There were 69 patients who met criteria for analysis and for decision making. All patients were followed with a basic intention-to-treat approach to avoid any bias in dropping or excluding patients. All patients are reported based on their original group, MSI changing or MSI not changing the decision. What occurred at all points during the study is reported.
MSI changed the surgical decision in 23 patients (33%), shown in table 1. In the other 46, MSI gave information similar to the standard noninvasive video-EEG and imaging protocol. Table 1 shows that MSI changed the decision to additional subdural strip electrodes in 9, from no surgery to ICEEG in 2, from excision to ICEEG in 2, from ICEEG to vagal nerve stimulator in 4, and from bilateral to unilateral ICEEG in 3. MSI changed the second step in presurgical evaluation in 3 and reduced tests in 1. See appendix e-4.
Twenty-eight patients have had ICEEG, 29 have had focal resections, and 14 have had VNS. Of those where the MSI changed the decision, 10 have had focal resections and 6 have had VNS. The mean follow-up after resection is 17 months; only 1 patient has less than 6 months. MSI has clearly benefited 6 patients, which represents 9% of all patients entered in the series and 21% of patients who have gone to resection to date. In these 6 patients, MSI influenced decisions by eliminating bilateral electrode coverage in 2 who are seizure free (nos. 7 and 52), indicating correctly a frontal seizure zone not apparent on the first ICEEG in 1 who is seizure free (no. 33), reducing tests in 1 who is seizure free (no. 20), and prompting ICEEG in 2 patients who have class II and III outcomes (nos. 18 and 49).
Patient 33 had right frontopolar MSI spike dipoles (figure 2A). Scalp EEG showed right temporal onsets with interictal spikes over the right temporal lobe and right prefrontal region. Depth electrodes with a strip over the MSI spike cluster showed right mesial temporal ictal onset but rapid propagation within 10 seconds to the right frontal depth and strip. He underwent right anterior temporal lobectomy with gliosis in the resected specimen. Seizures recurred at 5 months, with the same preoperative frequency of five monthly. Repeat MSI showed a similar prefrontal spike dipole cluster (figure 2B). The distance between the average localization of the first MSI and the second MSI was 0.78 cm, within the localization error for afterdischarge spikes. Subsequent grid electrodes showed seizure onset in the right prefrontal region near the location of the MEG spike dipole cluster. The second resection was in the right frontal lobe, showed gliosis, and rendered the patient seizure free at 13 months.
The decision was changed by MSI in 33% of patients (23/69). The SEM of this proportion/percentage was 5.7%.33 Therefore, there was 95% confidence that, of the total population of patients, at least 22% would have a decision change by MSI, with use of this protocol. This is a clinically meaningful proportion of patients influenced by a new diagnostic test.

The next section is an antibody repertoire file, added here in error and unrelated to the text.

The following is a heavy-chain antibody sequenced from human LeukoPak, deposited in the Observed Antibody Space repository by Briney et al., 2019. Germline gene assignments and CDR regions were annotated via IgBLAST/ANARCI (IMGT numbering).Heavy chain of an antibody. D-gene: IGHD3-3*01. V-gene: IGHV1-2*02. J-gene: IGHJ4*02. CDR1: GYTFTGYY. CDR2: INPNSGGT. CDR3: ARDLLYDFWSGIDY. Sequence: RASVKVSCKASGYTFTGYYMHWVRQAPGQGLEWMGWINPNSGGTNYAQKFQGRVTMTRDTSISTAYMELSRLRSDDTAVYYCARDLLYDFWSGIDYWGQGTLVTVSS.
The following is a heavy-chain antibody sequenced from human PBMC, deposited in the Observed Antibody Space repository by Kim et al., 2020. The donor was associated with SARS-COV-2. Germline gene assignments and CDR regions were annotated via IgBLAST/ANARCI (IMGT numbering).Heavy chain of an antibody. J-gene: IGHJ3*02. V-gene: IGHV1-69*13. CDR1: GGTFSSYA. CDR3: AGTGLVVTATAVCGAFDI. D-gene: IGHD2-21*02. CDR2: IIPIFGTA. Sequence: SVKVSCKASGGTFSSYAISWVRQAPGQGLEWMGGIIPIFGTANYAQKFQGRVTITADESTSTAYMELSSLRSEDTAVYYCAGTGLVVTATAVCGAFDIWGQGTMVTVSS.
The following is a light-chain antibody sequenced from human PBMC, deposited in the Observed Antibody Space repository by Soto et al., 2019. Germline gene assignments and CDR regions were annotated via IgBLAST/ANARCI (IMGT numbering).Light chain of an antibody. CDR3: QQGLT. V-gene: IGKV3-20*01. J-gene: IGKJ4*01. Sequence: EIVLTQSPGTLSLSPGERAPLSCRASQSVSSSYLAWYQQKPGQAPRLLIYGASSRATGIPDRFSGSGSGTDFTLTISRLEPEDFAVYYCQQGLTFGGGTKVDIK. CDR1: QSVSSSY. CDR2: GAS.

Table 2 shows the number of pre- and post-MSI decisions in the three main categories of surgical treatment: ICEEG, surgery without ICEEG, and VNS. There was obviously no significant difference in the numbers recommended for ICEEG. Most changes occurred in the surgery without ICEEG and VNS categories. These two categories were analyzed separately in a 2 × 2 table. This exploratory analysis showed a trend (χ2 = 2.60, p = 0.10, df = 1), toward more VNS decisions and fewer surgery without ICEEG decisions. This warrants further investigation in a larger sample.
Postoperative seizure outcomes were compared between the group where MSI changed the decision vs the group where MSI did not. In the first group, outcomes were, by class: I = 6 patients, II = 1 patient, III = 2 patients, IV = none. In the second group, outcomes were, by class: I = 11 patients, II = 4 patients, III = 2 patients, IV = 2 patients. There were no class IV patients in the group where MSI changed the decision, but this difference was not above chance with this study size (p = 0.31, χ2). There was no difference in the percentage of patients who ultimately went to focal excisional surgery: 10/23 vs 19/46 (χ2, p = 0.60).
In 3 patients where MSI changed the decision, the observed outcomes were clearly improved with the MSI to class I, II, and III in patients 33, 49, and 18, respectively, compared with the very likely class IV outcomes expected to occur without MSI. Patient 33, without MSI strongly indicating the frontal lobe, would not have had further ICEEG in our center. Patient 18 failed VNS but instead of callosotomy as the second step, based on MSI, he went to ICEEG, frontal resection, and class III. Because callosotomy does not help but often worsens partial seizures, we believe that MSI improved his case. Patient 49 went from no surgery to, based on MSI, ICEEG and resection with class II. Without surgery, he would have been unimproved. Without surgery, even with VNS, it is unlikely that patients will obtain a class III outcome. The MSI influence thus led to class I, II, or III in all 9 patients where MSI changed the decision, vs the expected 6 of 9 patients improved and 3 patients class IV. This difference is above chance (p = 0.03, χ2).